So it is the organized incumbant that gets in because they want it bad enough to set up a team and lobby for the votes and there is no organized alternative. They know the rules and the game so that is one reason they return.
So if you feel strong enough about a change;
find a candidate;
organize their team;
hit the bricks;
reap the rewards.

Good luck because it is a major time for change
Bratina for Mayor :banana:

coalminecanary
Mar 19, 2009, 1:35 PM
I'm not exactly sure how term limits can be done in a fair and democratic way, but I do know one thing, 20 years on council is WAY TOO LONG.

The problem with thinking about it from a pure 100% democratic standpoint is that the longer someone is in power, the easier it is to stay there - especially if they pander to their biggest donors above all else. So corruption is basically encouraged as an efficient way of keeping your cushy job. So having no limits seems democratic, but when it's impossible for the race to be fair, then it's not really. I think that this danger outweighs the danger of term limits being less democratic.

Perhaps one way to attack it is to allow a maximum of consecutive terms. So after 2 you are out. But once someone else is in for at least 1 term you are allowed to run again. Something like that.

Another major problem is a lack of long term vision. Why plan for 15 years down the road when it's unlikely you'll be around to receive the pat on the back?

markbarbera
Mar 19, 2009, 9:11 PM
Perhaps our problems are caused by having too many politicians looking to be around for the pat on the back. I'd much rather choose a councillor who quietly does his job right over the one who's there for the glory and the limelight.

matt602
Mar 19, 2009, 9:58 PM
Last I heard we live in a democracy, and in a democracy anyone who is a citizen can run as many times as they want. It's up to the electorate to get rid of the useless ones. If you do not vote you get what you pay for so to speak.

Hi Sam Merulla, glad you found SSP alright :D

bigguy1231
Mar 21, 2009, 6:45 PM
Hi Sam Merulla, glad you found SSP alright :D

Despite the fact that I despise Sam Murella, I will not take your comment as an insult but rather a testament to your obvious lack of understanding or is it disregard of the democratic system.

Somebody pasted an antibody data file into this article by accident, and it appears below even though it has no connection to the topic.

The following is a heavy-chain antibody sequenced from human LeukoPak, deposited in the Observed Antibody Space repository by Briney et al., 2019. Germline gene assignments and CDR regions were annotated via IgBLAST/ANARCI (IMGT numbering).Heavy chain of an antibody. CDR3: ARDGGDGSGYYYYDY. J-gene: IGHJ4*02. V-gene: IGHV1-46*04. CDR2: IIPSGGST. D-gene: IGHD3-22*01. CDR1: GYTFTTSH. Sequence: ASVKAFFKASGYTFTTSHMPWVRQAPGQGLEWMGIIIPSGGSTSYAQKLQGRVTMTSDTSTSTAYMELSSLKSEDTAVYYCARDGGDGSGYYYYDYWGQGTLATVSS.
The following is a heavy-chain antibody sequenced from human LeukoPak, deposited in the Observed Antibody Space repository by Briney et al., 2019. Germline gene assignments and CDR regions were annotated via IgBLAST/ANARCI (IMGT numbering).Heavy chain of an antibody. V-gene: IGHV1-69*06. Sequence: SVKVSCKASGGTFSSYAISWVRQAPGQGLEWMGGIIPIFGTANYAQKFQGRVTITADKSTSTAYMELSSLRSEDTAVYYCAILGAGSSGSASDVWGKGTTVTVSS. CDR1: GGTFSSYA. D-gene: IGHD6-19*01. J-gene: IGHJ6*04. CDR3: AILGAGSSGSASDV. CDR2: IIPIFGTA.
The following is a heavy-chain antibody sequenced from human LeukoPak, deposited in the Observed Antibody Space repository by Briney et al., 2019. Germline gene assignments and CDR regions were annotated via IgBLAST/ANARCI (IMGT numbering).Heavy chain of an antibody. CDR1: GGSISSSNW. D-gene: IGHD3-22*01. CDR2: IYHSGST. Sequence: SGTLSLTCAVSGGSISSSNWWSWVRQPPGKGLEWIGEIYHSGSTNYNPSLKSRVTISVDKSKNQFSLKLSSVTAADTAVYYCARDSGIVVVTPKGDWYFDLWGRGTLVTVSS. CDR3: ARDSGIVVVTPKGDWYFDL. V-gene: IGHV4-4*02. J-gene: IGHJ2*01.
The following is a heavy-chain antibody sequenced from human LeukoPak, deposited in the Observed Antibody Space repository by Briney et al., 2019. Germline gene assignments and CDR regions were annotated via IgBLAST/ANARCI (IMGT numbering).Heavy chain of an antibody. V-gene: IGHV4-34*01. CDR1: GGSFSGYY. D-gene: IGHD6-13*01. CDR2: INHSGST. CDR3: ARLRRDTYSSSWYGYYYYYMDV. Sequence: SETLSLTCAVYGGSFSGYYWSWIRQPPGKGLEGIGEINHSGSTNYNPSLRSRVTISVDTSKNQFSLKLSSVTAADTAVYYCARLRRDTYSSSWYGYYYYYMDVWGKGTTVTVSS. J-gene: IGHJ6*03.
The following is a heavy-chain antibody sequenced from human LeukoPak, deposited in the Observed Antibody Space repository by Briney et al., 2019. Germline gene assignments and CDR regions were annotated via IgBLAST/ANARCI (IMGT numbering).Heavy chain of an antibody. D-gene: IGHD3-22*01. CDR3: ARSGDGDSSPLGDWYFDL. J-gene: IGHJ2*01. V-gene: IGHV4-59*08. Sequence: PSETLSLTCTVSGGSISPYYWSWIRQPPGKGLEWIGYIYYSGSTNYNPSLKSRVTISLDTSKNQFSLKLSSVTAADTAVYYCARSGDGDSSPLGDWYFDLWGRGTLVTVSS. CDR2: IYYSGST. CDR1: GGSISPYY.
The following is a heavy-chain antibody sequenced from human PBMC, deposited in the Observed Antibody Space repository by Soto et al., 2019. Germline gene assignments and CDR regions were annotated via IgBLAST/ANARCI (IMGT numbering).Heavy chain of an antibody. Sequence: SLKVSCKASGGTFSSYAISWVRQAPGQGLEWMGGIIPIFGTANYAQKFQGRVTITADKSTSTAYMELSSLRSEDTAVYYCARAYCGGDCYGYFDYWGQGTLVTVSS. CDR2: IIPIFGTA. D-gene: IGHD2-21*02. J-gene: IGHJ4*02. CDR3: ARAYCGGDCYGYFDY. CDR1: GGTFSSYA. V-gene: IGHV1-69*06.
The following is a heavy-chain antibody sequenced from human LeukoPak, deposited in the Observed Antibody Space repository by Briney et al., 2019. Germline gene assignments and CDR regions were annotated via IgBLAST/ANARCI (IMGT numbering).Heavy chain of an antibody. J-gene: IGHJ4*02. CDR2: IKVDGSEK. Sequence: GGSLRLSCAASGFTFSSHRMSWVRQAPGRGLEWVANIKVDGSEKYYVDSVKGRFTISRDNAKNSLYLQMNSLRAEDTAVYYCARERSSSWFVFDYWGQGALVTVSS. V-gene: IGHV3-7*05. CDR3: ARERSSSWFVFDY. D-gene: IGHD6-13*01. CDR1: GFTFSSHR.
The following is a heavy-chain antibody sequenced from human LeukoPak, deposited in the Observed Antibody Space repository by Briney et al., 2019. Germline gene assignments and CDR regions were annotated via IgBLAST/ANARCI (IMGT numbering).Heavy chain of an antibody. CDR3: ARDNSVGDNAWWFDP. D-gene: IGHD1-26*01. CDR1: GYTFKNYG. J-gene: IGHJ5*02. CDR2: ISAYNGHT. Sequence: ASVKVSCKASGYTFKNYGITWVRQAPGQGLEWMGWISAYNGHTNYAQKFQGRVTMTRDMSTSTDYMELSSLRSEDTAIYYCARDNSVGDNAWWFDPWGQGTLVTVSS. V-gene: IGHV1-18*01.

If you don't like politicians that don't share your views then run against them. If the electorate thinks you have something to say that will make them vote for you they will. People won't vote unless they are inspired to do so, especially in municipal elections. If you can't raise funds to run against an incumbent it's probably because the message you are sending does not appeal to those willing to give the money. Don't blame those willing to contribute for your lack of ability to attract support or funding. The same rules apply to everyone.

Putting limits on terms simply because some people are more successful at attracting votes than others is clearly undemocratic. We should not be punishing our elected officials because of their successes. As I said in my earlier post it is up to the electorate to get rid of the useless ones.

adam
Mar 21, 2009, 6:59 PM
Sam, its okay!

omro
Mar 21, 2009, 7:45 PM
Putting limits on terms simply because some people are more successful at attracting votes than others is clearly undemocratic.

And yet american presidents are only allowed to serve two terms.

I could understand if the Mayor had a term limit, though in the current system the Mayor seems to not have much power to guide municipal policy. The remainder of the council shouldn't have term limits.

matt602
Mar 21, 2009, 8:35 PM
Despite the fact that I despise Sam Murella, I will not take your comment as an insult but rather a testament to your obvious lack of understanding or is it disregard of the democratic system.


Well yah you could do that or, you know, you could take it as a joke as it was intended. :tup:

bigguy1231
Mar 21, 2009, 8:47 PM
Well yah you could do that or, you know, you could take it as a joke as it was intended. :tup:

Never joke about Sam. Cry maybe, but not joke.:cheers:

SteelTown
Mar 21, 2009, 9:40 PM
For me I much rather have council focusing and bargaining on getting representation by population and eliminating area rating than having an equal balance with urban and suburban wards. After that deal with term limits.

bigguy1231
Mar 21, 2009, 11:35 PM
For me I much rather have council focusing and bargaining on getting representation by population and eliminating area rating than having an equal balance with urban and suburban wards. After that deal with term limits.

I tend to agree with you. Besides that I don't think the city is in a position to set term limits. That would be a provincial responsibility. They would have to amend the municipal act. Then they would have to fight the ensuing challenges in court and win.